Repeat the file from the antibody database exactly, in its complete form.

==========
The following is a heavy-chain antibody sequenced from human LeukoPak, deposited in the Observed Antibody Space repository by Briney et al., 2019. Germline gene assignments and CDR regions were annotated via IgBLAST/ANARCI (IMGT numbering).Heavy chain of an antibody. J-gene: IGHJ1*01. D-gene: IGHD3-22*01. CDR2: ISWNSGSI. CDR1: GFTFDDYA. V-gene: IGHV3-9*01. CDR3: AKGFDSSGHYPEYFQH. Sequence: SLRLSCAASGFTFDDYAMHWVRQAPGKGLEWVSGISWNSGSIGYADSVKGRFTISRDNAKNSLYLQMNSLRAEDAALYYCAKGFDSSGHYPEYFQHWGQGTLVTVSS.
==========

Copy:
The following is a heavy-chain antibody sequenced from human LeukoPak, deposited in the Observed Antibody Space repository by Briney et al., 2019. Germline gene assignments and CDR regions were annotated via IgBLAST/ANARCI (IMGT numbering).Heavy chain of an antibody. J-gene: IGHJ1*01. D-gene: IGHD3-22*01. CDR2: ISWNSGSI. CDR1: GFTFDDYA. V-gene: IGHV3-9*01. CDR3: AKGFDSSGHYPEYFQH. Sequence: SLRLSCAASGFTFDDYAMHWVRQAPGKGLEWVSGISWNSGSIGYADSVKGRFTISRDNAKNSLYLQMNSLRAEDAALYYCAKGFDSSGHYPEYFQHWGQGTLVTVSS.